Esad Ribic returns to the pages of Thor for the start of another interesting and exciting story that looks set to rival ‘The God Butcher’ in scale. Jason Aaron’s run on the Thunder God really does show no signs of slowing down.
We begin out in space, with Thor visiting dead planets and worrying that this might happen to his beloved Earth. The reason for this new environmental concern from Thor presumably comes from his new love interest, SHIELD Agent Roz Solomon, who first appeared back in #12 and makes her return here. Roz is on her first mission, investigating why a bunch Whales are fleeing a conservation area at a rapid pace. Roz discovers that they are being chased by a group of huge Whaling Submarines owned by Yashida Industries (who are of course run by the Silver Samurai, this story feels much more connected to the Marvel Universe than previous ones, and more than that, it feels like a continuation of what Aaron did in Wolverine). Roz tells them to stop, but they open fire on her, destroying her flying car/submarine and leaving her out in the open water. Luckily for her, Thor comes in to help out. Or it might not be luck, it might be because Agent Coulson prayed to him. I really enjoyed the dialogue between Roz and Coulson in this issue, I could hear Clark Gregg saying those lines, and both the character and Aaron seem to be having a lot of fun with Roz and Thor’s fledgling relationship.
Thor stops the submarines fairly easily, but as soon as that’s wrapped up, Coulson informs Roz about a new situation that needs dealing with. It’s here that we are introduced to the big villain of this atory, Roxxon and their new CEO, Dario Agger. Agger gives a big speech about how now that Roxxon is independent again, they can get back to what they do best, which is improving the planet and saving the world. It’s a good speech, and it’s clear from it that Agger is bad news. He reveals his new plan to /save the world’, which is to mine Ice from Europa, one of Jupiter’s Moons and use the water that comes from it to give the whole world clean, fresh water. Roz butts in and takes Agger to task, asking how much he’s going to charge for his moon-water, and also reveals that Roxxon themselves are responsible for a lot of Global Warming and melting the icecaps. They are causing it, and then profiting from it, which is pretty dastardly, and shows the Europa mining project up as a scam. Agger maintains a legitimate front, and even claims that there’s nobody else out there who knows what’s best for Earth other than them. This of course, is Thor’s cue to arrives, as he drops a chunk of ice that dwarfs Roxxons. I loved the splash-page that shows how Thor got this (by punching a Frost Giant in the face naturally).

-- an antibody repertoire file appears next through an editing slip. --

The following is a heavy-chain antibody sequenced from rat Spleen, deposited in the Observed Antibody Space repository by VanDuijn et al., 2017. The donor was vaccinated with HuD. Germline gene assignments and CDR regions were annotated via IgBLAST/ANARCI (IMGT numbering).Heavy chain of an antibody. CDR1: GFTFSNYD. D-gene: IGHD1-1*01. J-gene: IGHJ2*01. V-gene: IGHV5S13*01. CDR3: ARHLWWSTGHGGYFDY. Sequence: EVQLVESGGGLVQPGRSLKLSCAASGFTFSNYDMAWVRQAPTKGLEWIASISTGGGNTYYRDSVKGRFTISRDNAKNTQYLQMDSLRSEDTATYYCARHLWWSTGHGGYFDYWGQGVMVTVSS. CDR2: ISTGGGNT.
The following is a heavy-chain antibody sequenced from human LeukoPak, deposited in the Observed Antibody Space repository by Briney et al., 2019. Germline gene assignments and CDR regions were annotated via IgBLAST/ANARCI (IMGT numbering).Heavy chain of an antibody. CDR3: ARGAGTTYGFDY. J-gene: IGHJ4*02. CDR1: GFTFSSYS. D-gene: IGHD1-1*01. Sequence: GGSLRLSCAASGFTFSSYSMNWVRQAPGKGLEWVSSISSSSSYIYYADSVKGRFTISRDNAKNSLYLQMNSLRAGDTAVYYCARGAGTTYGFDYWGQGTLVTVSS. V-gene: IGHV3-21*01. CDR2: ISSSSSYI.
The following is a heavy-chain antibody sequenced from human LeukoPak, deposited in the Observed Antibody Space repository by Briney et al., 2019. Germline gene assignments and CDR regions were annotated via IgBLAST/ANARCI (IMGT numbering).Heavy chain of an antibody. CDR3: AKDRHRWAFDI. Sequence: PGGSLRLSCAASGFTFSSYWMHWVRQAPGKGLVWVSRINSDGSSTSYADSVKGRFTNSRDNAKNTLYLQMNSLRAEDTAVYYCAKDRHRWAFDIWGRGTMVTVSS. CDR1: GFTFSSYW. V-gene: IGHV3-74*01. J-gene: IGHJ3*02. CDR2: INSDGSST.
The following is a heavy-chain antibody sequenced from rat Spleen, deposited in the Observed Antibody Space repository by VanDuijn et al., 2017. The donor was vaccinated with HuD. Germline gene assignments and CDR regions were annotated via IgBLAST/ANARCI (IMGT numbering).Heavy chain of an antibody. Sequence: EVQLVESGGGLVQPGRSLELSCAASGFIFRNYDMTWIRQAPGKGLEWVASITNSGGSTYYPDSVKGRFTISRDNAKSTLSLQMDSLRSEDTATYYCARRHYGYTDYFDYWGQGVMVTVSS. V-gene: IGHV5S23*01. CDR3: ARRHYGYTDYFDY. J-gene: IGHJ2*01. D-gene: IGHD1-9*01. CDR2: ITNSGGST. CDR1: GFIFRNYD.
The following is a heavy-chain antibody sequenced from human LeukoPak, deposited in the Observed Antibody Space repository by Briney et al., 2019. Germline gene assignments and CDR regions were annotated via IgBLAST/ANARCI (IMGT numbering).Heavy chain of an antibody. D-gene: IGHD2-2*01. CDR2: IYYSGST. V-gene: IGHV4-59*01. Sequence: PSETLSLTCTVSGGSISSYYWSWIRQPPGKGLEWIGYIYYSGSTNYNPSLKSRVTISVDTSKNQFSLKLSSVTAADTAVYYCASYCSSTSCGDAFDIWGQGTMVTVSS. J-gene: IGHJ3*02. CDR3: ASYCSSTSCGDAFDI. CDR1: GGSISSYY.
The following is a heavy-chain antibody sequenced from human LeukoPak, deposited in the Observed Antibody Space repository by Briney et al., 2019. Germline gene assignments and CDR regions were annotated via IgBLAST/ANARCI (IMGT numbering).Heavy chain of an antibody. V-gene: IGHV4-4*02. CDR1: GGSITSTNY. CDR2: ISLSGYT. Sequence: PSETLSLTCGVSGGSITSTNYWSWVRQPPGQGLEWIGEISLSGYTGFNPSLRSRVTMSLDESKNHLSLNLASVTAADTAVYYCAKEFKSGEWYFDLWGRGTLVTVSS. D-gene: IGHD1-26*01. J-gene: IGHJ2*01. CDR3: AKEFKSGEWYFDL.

I also liked seeing Melita Garner show up here as a reporter covering Agger’s press conference, she played a role similar to Roz’s in Aaron’s Wolverine run, so it was quite amusing to see them interact with each other. Agger is still trying to save face, and tries to befriend Thor, but he’s having none of it, so the Roxxon chief is forced to leave with his whole plan scuppered. Back on Roxxon Island, we see that Agger is more than just an evil CEO, he takes off his glasses and starts to transform into something, we don’t know what. From the cover to this issue, I would guess that his college nick-name ‘The Minotaur’ was in fact literal. I’d be excited to see Thor go up against some Greek Mythology, if only for the possibility of a Hercules team-up. Thor and Roz agree to work together to stop Roxxon, but Roz refuses to join Thor in Asgardia to discuss it over mead, but rather wants to meet over coffee in the morning. I wonder how long Aaron is going to delay this coupling? It’s certainly refreshing to see a God not hold all the power in a relationship.
The issue ends in the far-future, with Old Thor and his Granddaughters wandering the desolate wastes of Earth, and Thor lamenting what went wrong. The present scenes here show Thor start his quest to preserve the Earth, but here we see that he fails, so what goes in between? It’s going to be exciting to find out. But it’s not like this epilogue isn’t important in it’s own right, as frickin’ Galactus shows up. We’ve got Roxxon in the present, and Galactus in the future, how crazy is that?
As I said, Esad Ribic returned with this issue, and it was a welcome return, his painterly, European style fits perfectly with a title that has just as many fantasy elements as superhero, and he, along with colourist Ice Svorcina deliver a comic where every page just looks great. It’s not just the epic splash-pages though, it’s also the subtler things like Agger’s facial expressions that convey his true contempt for the world. Everything here looks like an iconic piece of fantasy art, hell, Galactus is only a silhouette, but it still works incredibly effectively.
This was a brilliant start to the new story, and if any of you guys haven’t been reading this book, now is the time to jump on board.